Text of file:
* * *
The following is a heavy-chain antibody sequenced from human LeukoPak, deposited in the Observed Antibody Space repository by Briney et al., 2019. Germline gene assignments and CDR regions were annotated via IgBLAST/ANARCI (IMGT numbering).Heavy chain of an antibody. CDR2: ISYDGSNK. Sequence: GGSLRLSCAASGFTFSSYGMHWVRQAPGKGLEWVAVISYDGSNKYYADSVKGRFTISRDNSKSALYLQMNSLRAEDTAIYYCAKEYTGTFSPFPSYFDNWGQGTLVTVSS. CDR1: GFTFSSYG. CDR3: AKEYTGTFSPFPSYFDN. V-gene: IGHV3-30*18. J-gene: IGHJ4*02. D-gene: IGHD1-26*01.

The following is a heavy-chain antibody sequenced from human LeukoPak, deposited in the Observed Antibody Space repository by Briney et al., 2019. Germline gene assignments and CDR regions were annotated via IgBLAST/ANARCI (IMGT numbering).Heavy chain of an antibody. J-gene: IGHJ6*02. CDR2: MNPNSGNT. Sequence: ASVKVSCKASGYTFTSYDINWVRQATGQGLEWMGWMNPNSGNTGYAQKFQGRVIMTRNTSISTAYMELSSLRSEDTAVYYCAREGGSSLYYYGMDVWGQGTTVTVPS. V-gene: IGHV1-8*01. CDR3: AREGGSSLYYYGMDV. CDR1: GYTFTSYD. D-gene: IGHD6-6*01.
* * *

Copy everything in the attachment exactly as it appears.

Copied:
The following is a heavy-chain antibody sequenced from human LeukoPak, deposited in the Observed Antibody Space repository by Briney et al., 2019. Germline gene assignments and CDR regions were annotated via IgBLAST/ANARCI (IMGT numbering).Heavy chain of an antibody. CDR2: ISYDGSNK. Sequence: GGSLRLSCAASGFTFSSYGMHWVRQAPGKGLEWVAVISYDGSNKYYADSVKGRFTISRDNSKSALYLQMNSLRAEDTAIYYCAKEYTGTFSPFPSYFDNWGQGTLVTVSS. CDR1: GFTFSSYG. CDR3: AKEYTGTFSPFPSYFDN. V-gene: IGHV3-30*18. J-gene: IGHJ4*02. D-gene: IGHD1-26*01.

The following is a heavy-chain antibody sequenced from human LeukoPak, deposited in the Observed Antibody Space repository by Briney et al., 2019. Germline gene assignments and CDR regions were annotated via IgBLAST/ANARCI (IMGT numbering).Heavy chain of an antibody. J-gene: IGHJ6*02. CDR2: MNPNSGNT. Sequence: ASVKVSCKASGYTFTSYDINWVRQATGQGLEWMGWMNPNSGNTGYAQKFQGRVIMTRNTSISTAYMELSSLRSEDTAVYYCAREGGSSLYYYGMDVWGQGTTVTVPS. V-gene: IGHV1-8*01. CDR3: AREGGSSLYYYGMDV. CDR1: GYTFTSYD. D-gene: IGHD6-6*01.